Plumed Basilisks (Basiliscus plumifrons) originate from the humid tropical forests of Central America. They are a semi-aquatic species of lizard that love to climb but use the water to escape, either by diving in or running very fast across the surface. They can become tame and make good pets. Adults can reach sizes up to 75 cm, including tail. Adult males can be territorial and should not normally be kept together. Average life span 10-20
A sealed wooden (Melamine) vivarium with good ventilation and a glass front is the most suitable. Glass can also be used but be aware that these lizards do not always realize that clear glass is a barrier, and many damage their snouts by constant rubbing – live plants or hanging silk pants in front of the glass sides and back can therefore be a good option for this species. The minimum size should be 1200 x 80 x 60cm but the larger the better. All reptiles are cold blooded and need an external heat source to maintain their body temperature. Each species of lizard requires different degrees of heating, but all lizards benefit from a range of temperatures within the vivarium. One end of the vivarium should be heated. This creates a thermal gradient allowing the lizard to choose its preferred temperature. Thermometers can be placed at each end of the vivarium to monitor the temperature range. The overall vivarium temperature must be controlled by a thermostat. Lower temperatures due to a blown bulb, power failure etc. can be tolerated for short periods but over temperature can kill in quickly. Basilisks like to climb and hang off things and can jump across from branches to heaters so wire mesh guards should be fitted over all hot heat sources used in order to prevent thermal burns.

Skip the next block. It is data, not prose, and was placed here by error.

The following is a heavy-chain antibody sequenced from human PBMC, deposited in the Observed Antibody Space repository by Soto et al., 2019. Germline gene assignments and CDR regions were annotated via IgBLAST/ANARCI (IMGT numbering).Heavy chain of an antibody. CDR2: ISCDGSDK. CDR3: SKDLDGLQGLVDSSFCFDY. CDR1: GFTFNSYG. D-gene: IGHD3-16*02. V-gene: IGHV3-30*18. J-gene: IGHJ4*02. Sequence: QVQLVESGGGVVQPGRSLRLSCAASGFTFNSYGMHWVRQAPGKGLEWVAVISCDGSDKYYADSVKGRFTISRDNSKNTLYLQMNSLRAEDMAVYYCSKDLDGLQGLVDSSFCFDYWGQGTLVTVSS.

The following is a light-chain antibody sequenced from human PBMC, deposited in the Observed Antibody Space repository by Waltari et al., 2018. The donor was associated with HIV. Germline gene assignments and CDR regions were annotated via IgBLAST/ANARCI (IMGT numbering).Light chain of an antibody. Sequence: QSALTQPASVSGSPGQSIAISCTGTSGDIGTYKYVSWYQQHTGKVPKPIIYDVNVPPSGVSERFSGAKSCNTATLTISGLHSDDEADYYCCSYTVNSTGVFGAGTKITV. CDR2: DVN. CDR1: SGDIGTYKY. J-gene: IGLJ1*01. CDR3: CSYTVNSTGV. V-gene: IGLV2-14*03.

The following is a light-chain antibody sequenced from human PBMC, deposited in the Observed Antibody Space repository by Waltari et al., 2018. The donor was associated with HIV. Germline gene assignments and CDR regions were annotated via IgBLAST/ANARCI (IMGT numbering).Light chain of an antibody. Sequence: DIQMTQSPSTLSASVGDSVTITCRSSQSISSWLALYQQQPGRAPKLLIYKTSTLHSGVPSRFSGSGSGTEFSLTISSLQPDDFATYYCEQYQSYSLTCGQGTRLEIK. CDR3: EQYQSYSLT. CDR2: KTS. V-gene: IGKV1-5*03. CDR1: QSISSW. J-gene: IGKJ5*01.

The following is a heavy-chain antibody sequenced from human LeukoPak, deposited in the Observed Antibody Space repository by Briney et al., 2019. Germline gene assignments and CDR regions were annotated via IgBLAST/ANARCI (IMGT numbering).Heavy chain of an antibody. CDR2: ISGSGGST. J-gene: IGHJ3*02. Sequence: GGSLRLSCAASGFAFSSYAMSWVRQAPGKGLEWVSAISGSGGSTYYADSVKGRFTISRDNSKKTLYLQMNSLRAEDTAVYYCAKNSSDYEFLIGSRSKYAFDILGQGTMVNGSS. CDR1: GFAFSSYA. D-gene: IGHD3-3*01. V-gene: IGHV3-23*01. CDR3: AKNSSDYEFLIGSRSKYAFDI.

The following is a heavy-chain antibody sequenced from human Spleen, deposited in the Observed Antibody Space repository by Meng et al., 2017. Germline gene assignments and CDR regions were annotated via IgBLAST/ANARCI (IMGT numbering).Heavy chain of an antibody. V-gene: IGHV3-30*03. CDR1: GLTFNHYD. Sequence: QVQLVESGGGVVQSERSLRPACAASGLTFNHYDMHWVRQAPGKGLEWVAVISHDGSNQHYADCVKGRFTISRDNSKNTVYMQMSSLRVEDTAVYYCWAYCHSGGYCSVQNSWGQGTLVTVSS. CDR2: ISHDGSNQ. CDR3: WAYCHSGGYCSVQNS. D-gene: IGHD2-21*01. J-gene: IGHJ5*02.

Gentle heat can be provided by using heat mats and more intense heat by spot lights or UV heat lamps. Your pet shop will advise on heating products and their use suitable for your green basilisk (another name for the same animal). Create a thermal gradient of 24-25°C at the cool end and 32-35°C at the hot end. Night temperatures can be dropped by a couple of degrees at both ends. There are various ways of achieving this end and different keepers have different methods. The important thing is the actual temperatures. We do it with a heat mat for night time, mounted on the vivarium wall at the hot end with a UVA basking lamp for increased daytime temperatures and natural lighting, using a dimming thermostat.